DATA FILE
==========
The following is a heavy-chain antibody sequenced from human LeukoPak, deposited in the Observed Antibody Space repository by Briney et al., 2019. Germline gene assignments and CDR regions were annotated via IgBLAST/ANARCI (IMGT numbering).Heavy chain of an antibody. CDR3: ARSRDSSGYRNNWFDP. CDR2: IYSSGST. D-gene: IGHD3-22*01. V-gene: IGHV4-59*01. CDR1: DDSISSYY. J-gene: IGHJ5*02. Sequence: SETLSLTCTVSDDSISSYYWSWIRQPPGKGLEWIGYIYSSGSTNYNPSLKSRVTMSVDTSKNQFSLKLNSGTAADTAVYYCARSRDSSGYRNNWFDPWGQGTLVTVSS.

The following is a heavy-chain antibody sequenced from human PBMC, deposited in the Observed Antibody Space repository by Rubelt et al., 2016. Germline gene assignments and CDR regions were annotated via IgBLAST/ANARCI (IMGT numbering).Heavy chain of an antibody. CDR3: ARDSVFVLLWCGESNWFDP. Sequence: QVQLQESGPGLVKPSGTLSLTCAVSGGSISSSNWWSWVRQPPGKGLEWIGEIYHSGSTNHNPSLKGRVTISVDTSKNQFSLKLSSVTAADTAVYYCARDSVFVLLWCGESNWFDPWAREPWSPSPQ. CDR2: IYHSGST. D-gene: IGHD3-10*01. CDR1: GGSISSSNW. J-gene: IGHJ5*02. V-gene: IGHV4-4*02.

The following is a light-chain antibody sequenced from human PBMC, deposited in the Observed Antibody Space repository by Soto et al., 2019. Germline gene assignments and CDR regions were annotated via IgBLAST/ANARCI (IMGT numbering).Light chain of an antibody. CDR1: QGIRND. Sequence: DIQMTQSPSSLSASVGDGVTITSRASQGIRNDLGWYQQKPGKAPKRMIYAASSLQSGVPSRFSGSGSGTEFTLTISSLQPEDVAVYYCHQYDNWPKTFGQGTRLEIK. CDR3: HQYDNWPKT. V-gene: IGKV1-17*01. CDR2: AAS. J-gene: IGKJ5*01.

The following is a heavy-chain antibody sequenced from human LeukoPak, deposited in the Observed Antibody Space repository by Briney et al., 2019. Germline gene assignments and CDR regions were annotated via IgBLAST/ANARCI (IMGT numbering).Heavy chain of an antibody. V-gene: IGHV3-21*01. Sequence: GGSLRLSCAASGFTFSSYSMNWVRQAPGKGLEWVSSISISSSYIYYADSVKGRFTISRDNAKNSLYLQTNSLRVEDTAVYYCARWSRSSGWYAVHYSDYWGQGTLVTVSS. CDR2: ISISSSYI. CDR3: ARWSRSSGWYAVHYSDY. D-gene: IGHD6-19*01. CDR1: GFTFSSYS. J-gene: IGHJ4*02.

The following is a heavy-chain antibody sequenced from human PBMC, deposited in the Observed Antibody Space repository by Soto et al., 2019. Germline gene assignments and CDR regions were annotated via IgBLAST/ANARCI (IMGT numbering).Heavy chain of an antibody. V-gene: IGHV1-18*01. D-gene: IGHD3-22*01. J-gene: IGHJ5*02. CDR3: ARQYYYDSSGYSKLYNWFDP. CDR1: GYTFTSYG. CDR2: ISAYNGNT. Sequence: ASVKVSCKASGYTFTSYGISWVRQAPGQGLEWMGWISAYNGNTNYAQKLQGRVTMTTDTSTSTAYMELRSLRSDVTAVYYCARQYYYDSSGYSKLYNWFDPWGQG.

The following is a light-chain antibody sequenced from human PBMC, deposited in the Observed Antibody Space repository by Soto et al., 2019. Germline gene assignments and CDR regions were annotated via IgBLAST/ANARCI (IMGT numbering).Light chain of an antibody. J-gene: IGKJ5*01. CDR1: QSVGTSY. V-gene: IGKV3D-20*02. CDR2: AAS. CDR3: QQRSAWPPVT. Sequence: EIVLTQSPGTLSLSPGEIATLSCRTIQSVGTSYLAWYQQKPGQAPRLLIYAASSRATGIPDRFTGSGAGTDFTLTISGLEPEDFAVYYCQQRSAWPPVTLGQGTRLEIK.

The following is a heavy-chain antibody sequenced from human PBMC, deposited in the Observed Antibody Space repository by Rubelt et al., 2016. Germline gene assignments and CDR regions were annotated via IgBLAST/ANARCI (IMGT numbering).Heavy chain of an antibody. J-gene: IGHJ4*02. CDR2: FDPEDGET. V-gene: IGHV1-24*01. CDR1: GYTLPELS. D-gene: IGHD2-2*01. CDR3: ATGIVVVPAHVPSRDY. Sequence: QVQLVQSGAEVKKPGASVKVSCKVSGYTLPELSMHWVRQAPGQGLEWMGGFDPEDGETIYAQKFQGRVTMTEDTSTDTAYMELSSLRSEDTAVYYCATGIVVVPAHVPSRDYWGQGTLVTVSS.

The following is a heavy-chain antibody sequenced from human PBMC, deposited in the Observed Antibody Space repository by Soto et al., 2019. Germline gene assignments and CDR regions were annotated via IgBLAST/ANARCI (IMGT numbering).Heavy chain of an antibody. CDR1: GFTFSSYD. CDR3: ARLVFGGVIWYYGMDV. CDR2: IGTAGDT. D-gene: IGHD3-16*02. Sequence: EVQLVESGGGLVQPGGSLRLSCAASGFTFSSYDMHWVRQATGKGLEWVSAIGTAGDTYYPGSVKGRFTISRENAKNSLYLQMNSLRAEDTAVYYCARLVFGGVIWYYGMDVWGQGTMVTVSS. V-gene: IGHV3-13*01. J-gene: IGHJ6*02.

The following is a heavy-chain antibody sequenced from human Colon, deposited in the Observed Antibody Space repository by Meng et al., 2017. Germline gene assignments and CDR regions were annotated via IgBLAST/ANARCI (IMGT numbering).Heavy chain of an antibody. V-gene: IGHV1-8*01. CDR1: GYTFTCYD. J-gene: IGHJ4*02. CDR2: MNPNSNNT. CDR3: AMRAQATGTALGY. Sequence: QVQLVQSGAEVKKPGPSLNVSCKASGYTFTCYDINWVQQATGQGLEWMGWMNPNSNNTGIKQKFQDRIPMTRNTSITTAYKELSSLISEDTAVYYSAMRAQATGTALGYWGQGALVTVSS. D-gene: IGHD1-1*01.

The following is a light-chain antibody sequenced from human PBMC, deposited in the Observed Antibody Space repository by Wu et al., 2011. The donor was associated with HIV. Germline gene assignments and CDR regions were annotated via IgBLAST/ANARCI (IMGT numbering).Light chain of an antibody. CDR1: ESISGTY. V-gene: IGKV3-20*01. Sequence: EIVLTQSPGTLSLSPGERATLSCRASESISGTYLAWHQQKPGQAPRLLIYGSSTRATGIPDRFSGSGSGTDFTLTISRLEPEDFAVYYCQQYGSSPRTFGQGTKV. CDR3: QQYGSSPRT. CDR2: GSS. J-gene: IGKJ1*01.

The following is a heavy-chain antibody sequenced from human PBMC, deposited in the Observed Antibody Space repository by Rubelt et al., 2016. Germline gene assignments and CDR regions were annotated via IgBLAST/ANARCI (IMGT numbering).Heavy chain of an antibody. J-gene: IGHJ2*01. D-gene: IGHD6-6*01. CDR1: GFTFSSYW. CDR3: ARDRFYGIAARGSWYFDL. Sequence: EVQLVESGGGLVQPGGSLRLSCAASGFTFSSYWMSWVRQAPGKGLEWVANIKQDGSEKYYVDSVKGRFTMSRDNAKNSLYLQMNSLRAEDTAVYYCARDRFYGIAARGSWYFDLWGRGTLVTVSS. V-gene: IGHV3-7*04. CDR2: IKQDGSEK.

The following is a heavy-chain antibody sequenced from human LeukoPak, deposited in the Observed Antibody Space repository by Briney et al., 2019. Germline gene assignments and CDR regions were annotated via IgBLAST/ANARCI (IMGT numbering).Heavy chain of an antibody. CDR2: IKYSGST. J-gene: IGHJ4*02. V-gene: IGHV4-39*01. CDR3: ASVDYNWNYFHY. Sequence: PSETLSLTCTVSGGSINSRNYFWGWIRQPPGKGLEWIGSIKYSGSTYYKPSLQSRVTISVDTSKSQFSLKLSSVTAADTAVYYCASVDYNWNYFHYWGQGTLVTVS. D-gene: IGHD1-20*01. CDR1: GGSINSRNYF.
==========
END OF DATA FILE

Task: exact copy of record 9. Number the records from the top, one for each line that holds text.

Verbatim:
The following is a heavy-chain antibody sequenced from human Colon, deposited in the Observed Antibody Space repository by Meng et al., 2017. Germline gene assignments and CDR regions were annotated via IgBLAST/ANARCI (IMGT numbering).Heavy chain of an antibody. V-gene: IGHV1-8*01. CDR1: GYTFTCYD. J-gene: IGHJ4*02. CDR2: MNPNSNNT. CDR3: AMRAQATGTALGY. Sequence: QVQLVQSGAEVKKPGPSLNVSCKASGYTFTCYDINWVQQATGQGLEWMGWMNPNSNNTGIKQKFQDRIPMTRNTSITTAYKELSSLISEDTAVYYSAMRAQATGTALGYWGQGALVTVSS. D-gene: IGHD1-1*01.